The competitive edge of the social business
“In the future, when the history of our time is written from a long-term perspective, it may be that the most important things historians will see are not technological advancements or the Internet, but the fact that for the first time a substantial and rapidly growing number of people had choices.” (Peter Drucker)
The industrial age was about limiting the scope of choices. This was accepted since the need to gather costly information and to communicate with low quality tools was minimized. Furthermore, as the scope of decision-making and action was narrowed, the learning requirements for workers and customers were limited, reducing the transaction costs of work. The efficiency contribution of mass production was in fact derived from these lower information- and communication-related costs.
Today, in contrast to people being content with limited choices, offerings need to be created to meet diverse, unique requirements.
For knowledge workers and customers the task of gaining the input needed for these situations is creating an entirely new environment. Creative learning is becoming the fundamental activity. It is not about consuming pre-determined content, passing tests or something with beginnings and ends. Learning is continuous transformation. It is the foundation for creative action. The ability to meet the needs of a situation better can only exist partially prior to the live moment. You can never be fully prepared in advance: success depends on how you are present and how you communicate.
The new competitive edge comes from interactive capacity: the ability to connect with information and people, as and when needed. What gives the edge is not what is already known by the individual, as much as the ability to solve problems that require real-time learning through live interaction. In increasingly complex environments learning curricula cannot be effectively designed beforehand. Needs and also solutions emerge responsively.
This view focuses attention on the way everyday conversations between people create the future. Organizations are self-organizing patterns of participation and communication through which coherent action and innovation emerge.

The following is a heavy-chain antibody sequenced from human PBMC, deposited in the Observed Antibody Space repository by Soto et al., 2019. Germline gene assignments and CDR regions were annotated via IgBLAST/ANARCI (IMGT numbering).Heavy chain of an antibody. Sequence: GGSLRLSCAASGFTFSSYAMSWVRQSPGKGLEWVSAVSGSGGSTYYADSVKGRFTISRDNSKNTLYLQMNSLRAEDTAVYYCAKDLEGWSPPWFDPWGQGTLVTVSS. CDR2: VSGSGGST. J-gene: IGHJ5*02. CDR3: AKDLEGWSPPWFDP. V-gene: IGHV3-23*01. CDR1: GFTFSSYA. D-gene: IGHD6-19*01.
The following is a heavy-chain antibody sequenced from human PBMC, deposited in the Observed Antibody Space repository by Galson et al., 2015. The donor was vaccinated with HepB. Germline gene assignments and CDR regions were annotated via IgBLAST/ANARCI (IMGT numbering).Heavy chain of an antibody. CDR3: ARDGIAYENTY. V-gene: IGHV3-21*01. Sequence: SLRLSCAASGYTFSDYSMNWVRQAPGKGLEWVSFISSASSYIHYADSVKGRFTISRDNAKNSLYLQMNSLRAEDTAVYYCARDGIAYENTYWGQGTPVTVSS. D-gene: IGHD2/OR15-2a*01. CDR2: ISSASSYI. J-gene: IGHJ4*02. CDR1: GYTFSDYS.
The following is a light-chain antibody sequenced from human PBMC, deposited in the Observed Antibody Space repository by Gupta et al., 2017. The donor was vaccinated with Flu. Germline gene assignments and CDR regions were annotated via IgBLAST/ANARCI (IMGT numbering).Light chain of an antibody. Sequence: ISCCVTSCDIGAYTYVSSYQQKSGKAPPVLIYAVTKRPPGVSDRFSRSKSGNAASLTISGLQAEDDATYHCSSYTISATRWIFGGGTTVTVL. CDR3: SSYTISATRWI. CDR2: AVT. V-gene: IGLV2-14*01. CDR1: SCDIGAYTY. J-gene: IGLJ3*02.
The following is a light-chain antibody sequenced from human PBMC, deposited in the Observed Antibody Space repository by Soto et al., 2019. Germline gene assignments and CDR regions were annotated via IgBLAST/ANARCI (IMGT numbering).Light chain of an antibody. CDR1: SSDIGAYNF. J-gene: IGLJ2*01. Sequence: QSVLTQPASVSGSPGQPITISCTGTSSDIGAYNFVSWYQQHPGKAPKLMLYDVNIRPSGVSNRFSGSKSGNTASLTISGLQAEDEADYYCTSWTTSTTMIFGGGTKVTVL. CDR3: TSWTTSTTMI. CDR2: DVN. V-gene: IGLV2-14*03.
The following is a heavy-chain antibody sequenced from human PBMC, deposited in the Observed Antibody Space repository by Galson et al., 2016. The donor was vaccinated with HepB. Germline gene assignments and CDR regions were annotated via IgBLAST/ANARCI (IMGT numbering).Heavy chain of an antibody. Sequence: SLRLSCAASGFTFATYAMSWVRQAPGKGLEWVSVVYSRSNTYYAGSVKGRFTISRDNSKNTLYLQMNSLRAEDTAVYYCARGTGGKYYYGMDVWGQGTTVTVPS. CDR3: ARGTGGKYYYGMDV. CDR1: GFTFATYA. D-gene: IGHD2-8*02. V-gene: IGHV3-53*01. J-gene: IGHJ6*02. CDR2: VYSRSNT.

The concept of the social business builds on an agile, iterative framework. Learning is not related to meeting the requirements set by someone else, but is motivated and expressed through personal situational needs and aspirations. The idea of interactive competence also reflects the radical change in thinking that is going on. We are leaving behind the Western preoccupation with the autonomous individual and beginning to appreciate the importance of social processes and interdependence.
This understanding of competence suggests that the capability to act is a social process. The primary learning asset for a knowledge worker is interactive, reflective practice. The network is also a means for signalling: making one’s own learning visible not only to oneself, but also to others, thus creating a platform for comments, conversation, and even formal accreditation.
Learning happens in interaction between interdependent people. Competence, the ability to act more purposefully is the emergent phenomena resulting from that interaction. People are simultaneously forming and being formed by each other at the same time – all the time.
Thank you Riel Miller, Doug Griffin, Stephen Downes, Kenneth Gergen and Ralph Stacey